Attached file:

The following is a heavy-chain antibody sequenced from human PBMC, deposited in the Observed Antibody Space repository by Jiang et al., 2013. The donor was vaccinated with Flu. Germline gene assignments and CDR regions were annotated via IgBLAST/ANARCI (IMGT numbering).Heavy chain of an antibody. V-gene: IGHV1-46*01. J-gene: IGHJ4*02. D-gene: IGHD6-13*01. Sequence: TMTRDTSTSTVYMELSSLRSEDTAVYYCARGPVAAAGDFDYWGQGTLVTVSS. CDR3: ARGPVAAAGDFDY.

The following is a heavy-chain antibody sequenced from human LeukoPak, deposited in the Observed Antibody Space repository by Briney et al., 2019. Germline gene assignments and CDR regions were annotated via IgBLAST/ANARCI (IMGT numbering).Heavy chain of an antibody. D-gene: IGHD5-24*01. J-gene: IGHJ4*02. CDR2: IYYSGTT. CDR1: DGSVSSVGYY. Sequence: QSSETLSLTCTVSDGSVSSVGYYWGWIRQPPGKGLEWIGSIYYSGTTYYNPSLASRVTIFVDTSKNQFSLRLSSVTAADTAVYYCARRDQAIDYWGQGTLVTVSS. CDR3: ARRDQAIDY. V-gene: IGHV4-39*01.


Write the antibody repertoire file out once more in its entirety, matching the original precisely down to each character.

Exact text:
The following is a heavy-chain antibody sequenced from human PBMC, deposited in the Observed Antibody Space repository by Jiang et al., 2013. The donor was vaccinated with Flu. Germline gene assignments and CDR regions were annotated via IgBLAST/ANARCI (IMGT numbering).Heavy chain of an antibody. V-gene: IGHV1-46*01. J-gene: IGHJ4*02. D-gene: IGHD6-13*01. Sequence: TMTRDTSTSTVYMELSSLRSEDTAVYYCARGPVAAAGDFDYWGQGTLVTVSS. CDR3: ARGPVAAAGDFDY.

The following is a heavy-chain antibody sequenced from human LeukoPak, deposited in the Observed Antibody Space repository by Briney et al., 2019. Germline gene assignments and CDR regions were annotated via IgBLAST/ANARCI (IMGT numbering).Heavy chain of an antibody. D-gene: IGHD5-24*01. J-gene: IGHJ4*02. CDR2: IYYSGTT. CDR1: DGSVSSVGYY. Sequence: QSSETLSLTCTVSDGSVSSVGYYWGWIRQPPGKGLEWIGSIYYSGTTYYNPSLASRVTIFVDTSKNQFSLRLSSVTAADTAVYYCARRDQAIDYWGQGTLVTVSS. CDR3: ARRDQAIDY. V-gene: IGHV4-39*01.